Author condemns demolition plan
PUBLISHED: 11:43 08 September 2011
Loss of historic homes in Honiton a ‘terrible concept’, says Terry Darrant.
Terry Darrant, who wrote historical book Honiton - A Glimpse Back, has spoken out against plans to demolish two homes in the town.
Holyshute House and Holyshute Cottage, in Monkton Road, could be flattened to make way for a complex of retirement apartments.
“I think it is a terrible concept that these two properties could be demolished,” he said.
“There are only three of the Honiton tollhouses left and, originally, Holyshute House had over 15 acres of surrounding ground that has already been built on (The Chase and Langford Avenue).”
Mr Darrant has conducted research into the history of Holyshute House and has provided the following information:
The house took its name from the Holy Shute spring that lies in the grounds. In 1941, John S Amery wrote that “presumably there was a holy well in Honiton, the water from which is now conveyed by means of a shute through the wall of the grounds of Holyshute House”.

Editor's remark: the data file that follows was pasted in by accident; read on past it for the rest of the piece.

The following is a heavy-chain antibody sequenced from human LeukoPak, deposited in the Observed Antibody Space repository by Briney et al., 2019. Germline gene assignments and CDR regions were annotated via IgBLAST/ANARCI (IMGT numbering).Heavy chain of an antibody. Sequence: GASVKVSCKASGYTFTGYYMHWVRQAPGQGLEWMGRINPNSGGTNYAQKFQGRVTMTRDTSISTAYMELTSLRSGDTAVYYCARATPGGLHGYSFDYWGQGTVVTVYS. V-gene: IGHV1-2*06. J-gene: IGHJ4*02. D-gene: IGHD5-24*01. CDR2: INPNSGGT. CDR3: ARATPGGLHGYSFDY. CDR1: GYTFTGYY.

This spring is reputed to have had medicinal qualities and was once frequented by invalids. In a New Scientist publication of 1965, commenting on the construction of the Honiton bypass, it was stated that “the presence of a nearby mineral spring called the Holy Shute suggests that the region was once a swamp and animals were fatally bogged down as they came to drink”. The bones of the hippos and elephants found during the bypass construction were said to have “probably had some connection” to this spring.
Some of the past residents of Holyshute include Daniel Garrett, who was a Commissioner of His Majesty’s Customs. He lived in the house in about 1820 and his daughter married a son of Sir Edward Thornbrough, a British Admiral involved in the American Revolution’s Battle of Bunker Hill. A John Harvey Danby, who worked in the Bengal Indigo Trade and whose grandson became Dean of Salisbury until 1907, also lived there.
Captain John Sackville Swann lived in the house in the 1870s. He was a retired Army Captain from the 22nd Foot. He became a Major in the 1st Devonshire Rifle Volunteer Corps, was Mayor of Honiton in 1875 and wrote Notes of the Discovery of a Roman Villa at Holcombe.
The house was later occupied by William Every, who was a senior partner of local law firm Everys solicitors. After his death in 1906 ,the house was occupied by Henry Rundle, a partner in another local law firm, Dunning, Rundle and Stamp. Mr Rundle lived there until his death in 1942.
The house was owned by the Halse family in more recent years.
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